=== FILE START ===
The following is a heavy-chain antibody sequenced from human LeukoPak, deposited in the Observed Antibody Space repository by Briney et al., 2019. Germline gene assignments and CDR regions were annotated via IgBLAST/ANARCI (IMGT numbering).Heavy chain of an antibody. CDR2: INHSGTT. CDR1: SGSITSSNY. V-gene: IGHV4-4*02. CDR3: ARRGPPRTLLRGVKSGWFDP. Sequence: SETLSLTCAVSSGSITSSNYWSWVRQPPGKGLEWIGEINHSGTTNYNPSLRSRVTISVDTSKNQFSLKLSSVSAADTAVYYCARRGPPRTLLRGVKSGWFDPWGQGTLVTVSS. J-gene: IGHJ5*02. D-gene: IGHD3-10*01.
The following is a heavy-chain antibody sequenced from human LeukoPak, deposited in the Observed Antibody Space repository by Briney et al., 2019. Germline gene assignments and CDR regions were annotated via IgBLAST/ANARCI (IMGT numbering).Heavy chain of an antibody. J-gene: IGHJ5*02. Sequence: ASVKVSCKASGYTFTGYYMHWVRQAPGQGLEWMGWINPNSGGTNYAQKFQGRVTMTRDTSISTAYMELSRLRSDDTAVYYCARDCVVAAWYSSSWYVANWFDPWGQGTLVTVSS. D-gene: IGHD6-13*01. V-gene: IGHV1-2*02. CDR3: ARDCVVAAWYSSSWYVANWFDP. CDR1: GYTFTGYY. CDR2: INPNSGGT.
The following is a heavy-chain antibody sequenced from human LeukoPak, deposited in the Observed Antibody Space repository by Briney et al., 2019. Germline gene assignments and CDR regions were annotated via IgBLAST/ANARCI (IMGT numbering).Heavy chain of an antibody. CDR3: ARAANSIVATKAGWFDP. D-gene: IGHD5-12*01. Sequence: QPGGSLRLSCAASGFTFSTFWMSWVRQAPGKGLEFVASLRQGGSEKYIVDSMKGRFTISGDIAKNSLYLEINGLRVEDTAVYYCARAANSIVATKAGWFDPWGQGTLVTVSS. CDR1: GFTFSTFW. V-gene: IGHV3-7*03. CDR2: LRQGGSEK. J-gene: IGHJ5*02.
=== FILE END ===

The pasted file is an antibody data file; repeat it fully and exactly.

The following is a heavy-chain antibody sequenced from human LeukoPak, deposited in the Observed Antibody Space repository by Briney et al., 2019. Germline gene assignments and CDR regions were annotated via IgBLAST/ANARCI (IMGT numbering).Heavy chain of an antibody. CDR2: INHSGTT. CDR1: SGSITSSNY. V-gene: IGHV4-4*02. CDR3: ARRGPPRTLLRGVKSGWFDP. Sequence: SETLSLTCAVSSGSITSSNYWSWVRQPPGKGLEWIGEINHSGTTNYNPSLRSRVTISVDTSKNQFSLKLSSVSAADTAVYYCARRGPPRTLLRGVKSGWFDPWGQGTLVTVSS. J-gene: IGHJ5*02. D-gene: IGHD3-10*01.
The following is a heavy-chain antibody sequenced from human LeukoPak, deposited in the Observed Antibody Space repository by Briney et al., 2019. Germline gene assignments and CDR regions were annotated via IgBLAST/ANARCI (IMGT numbering).Heavy chain of an antibody. J-gene: IGHJ5*02. Sequence: ASVKVSCKASGYTFTGYYMHWVRQAPGQGLEWMGWINPNSGGTNYAQKFQGRVTMTRDTSISTAYMELSRLRSDDTAVYYCARDCVVAAWYSSSWYVANWFDPWGQGTLVTVSS. D-gene: IGHD6-13*01. V-gene: IGHV1-2*02. CDR3: ARDCVVAAWYSSSWYVANWFDP. CDR1: GYTFTGYY. CDR2: INPNSGGT.
The following is a heavy-chain antibody sequenced from human LeukoPak, deposited in the Observed Antibody Space repository by Briney et al., 2019. Germline gene assignments and CDR regions were annotated via IgBLAST/ANARCI (IMGT numbering).Heavy chain of an antibody. CDR3: ARAANSIVATKAGWFDP. D-gene: IGHD5-12*01. Sequence: QPGGSLRLSCAASGFTFSTFWMSWVRQAPGKGLEFVASLRQGGSEKYIVDSMKGRFTISGDIAKNSLYLEINGLRVEDTAVYYCARAANSIVATKAGWFDPWGQGTLVTVSS. CDR1: GFTFSTFW. V-gene: IGHV3-7*03. CDR2: LRQGGSEK. J-gene: IGHJ5*02.